Tommy Smothers, famed for political satire, dies at 86 

Tommy Smothers, famed for political satire, dies at 86 

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Tommy Smothers, half of the influential mid-century Smothers Brothers musical comedy duo, died Tuesday at 86, his younger brother and creative partner Dick Smothers confirmed.

The elder Smothers died at his home in Santa Rosa, Calif., following a bout with cancer, Dick Smothers confirmed in a statement to The Hollywood Reporter.

The brothers’ show, “The Smothers Brothers Comedy Hour,” premiered in 1967 amid major political unrest in the U.S. The brothers’ clean-cut aesthetics formed a deliberate contrast with their then-boundary-pushing political satire, which included veiled jokes about drugs, sex and American involvement in Vietnam. It also helped launch the careers of television and comedy institutions, such as Rob Reiner and Steve Martin, the latter of whom presented Tommy with a special Emmy Award in 2008.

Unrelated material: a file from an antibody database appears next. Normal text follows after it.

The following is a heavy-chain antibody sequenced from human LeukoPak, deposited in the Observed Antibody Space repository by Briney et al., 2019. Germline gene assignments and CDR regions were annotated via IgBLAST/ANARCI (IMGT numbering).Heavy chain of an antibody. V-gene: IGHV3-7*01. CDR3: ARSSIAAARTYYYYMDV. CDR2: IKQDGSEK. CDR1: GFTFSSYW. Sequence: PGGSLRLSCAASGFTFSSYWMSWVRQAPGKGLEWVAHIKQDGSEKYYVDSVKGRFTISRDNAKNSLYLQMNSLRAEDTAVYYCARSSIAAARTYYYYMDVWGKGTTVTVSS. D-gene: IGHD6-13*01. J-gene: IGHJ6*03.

The duo became icons of the late ’60s youth counterculture in their own right, with Tommy participating in the recording of John Lennon’s “Give Peace a Chance” with other figures, such as Yoko Ono and Timothy Leary.

The show’s content led to frequent clashes with CBS censors and infuriated then-President Johnson, who reportedly demanded network president William Paley intercede. In response, the brothers booked folk legend Pete Seeger, who performed an antiwar song that was cut from the initial airing. The show was canceled in April 1969, three months after the inauguration of Richard Nixon, another frequent target. The brothers successfully sued CBS for breach of contract in 1973 over the cancellation.

“Tom was not only the loving older brother that everyone would want in their life, he was a one-of-a-kind creative partner,” Dick Smothers said. “I am forever grateful to have spent a lifetime together with him, on and off stage, for over 60 years. Our relationship was like a good marriage — the longer we were together, the more we loved and respected one another. We were truly blessed.”

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